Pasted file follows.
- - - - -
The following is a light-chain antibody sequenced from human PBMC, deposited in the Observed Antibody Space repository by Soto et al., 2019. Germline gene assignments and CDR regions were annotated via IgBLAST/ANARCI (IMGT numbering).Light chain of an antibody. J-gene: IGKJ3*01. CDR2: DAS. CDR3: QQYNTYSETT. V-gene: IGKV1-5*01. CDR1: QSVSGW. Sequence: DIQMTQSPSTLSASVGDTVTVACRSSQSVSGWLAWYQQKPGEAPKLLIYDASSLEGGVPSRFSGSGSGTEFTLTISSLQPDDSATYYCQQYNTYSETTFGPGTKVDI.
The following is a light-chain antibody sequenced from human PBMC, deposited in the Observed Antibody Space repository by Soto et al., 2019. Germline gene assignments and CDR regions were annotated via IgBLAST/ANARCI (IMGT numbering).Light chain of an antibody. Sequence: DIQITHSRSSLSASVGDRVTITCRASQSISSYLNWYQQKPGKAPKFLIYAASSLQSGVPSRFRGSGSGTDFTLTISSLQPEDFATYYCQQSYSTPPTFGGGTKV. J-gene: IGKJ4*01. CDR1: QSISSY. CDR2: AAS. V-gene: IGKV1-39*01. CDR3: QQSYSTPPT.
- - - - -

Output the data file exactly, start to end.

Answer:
The following is a light-chain antibody sequenced from human PBMC, deposited in the Observed Antibody Space repository by Soto et al., 2019. Germline gene assignments and CDR regions were annotated via IgBLAST/ANARCI (IMGT numbering).Light chain of an antibody. J-gene: IGKJ3*01. CDR2: DAS. CDR3: QQYNTYSETT. V-gene: IGKV1-5*01. CDR1: QSVSGW. Sequence: DIQMTQSPSTLSASVGDTVTVACRSSQSVSGWLAWYQQKPGEAPKLLIYDASSLEGGVPSRFSGSGSGTEFTLTISSLQPDDSATYYCQQYNTYSETTFGPGTKVDI.
The following is a light-chain antibody sequenced from human PBMC, deposited in the Observed Antibody Space repository by Soto et al., 2019. Germline gene assignments and CDR regions were annotated via IgBLAST/ANARCI (IMGT numbering).Light chain of an antibody. Sequence: DIQITHSRSSLSASVGDRVTITCRASQSISSYLNWYQQKPGKAPKFLIYAASSLQSGVPSRFRGSGSGTDFTLTISSLQPEDFATYYCQQSYSTPPTFGGGTKV. J-gene: IGKJ4*01. CDR1: QSISSY. CDR2: AAS. V-gene: IGKV1-39*01. CDR3: QQSYSTPPT.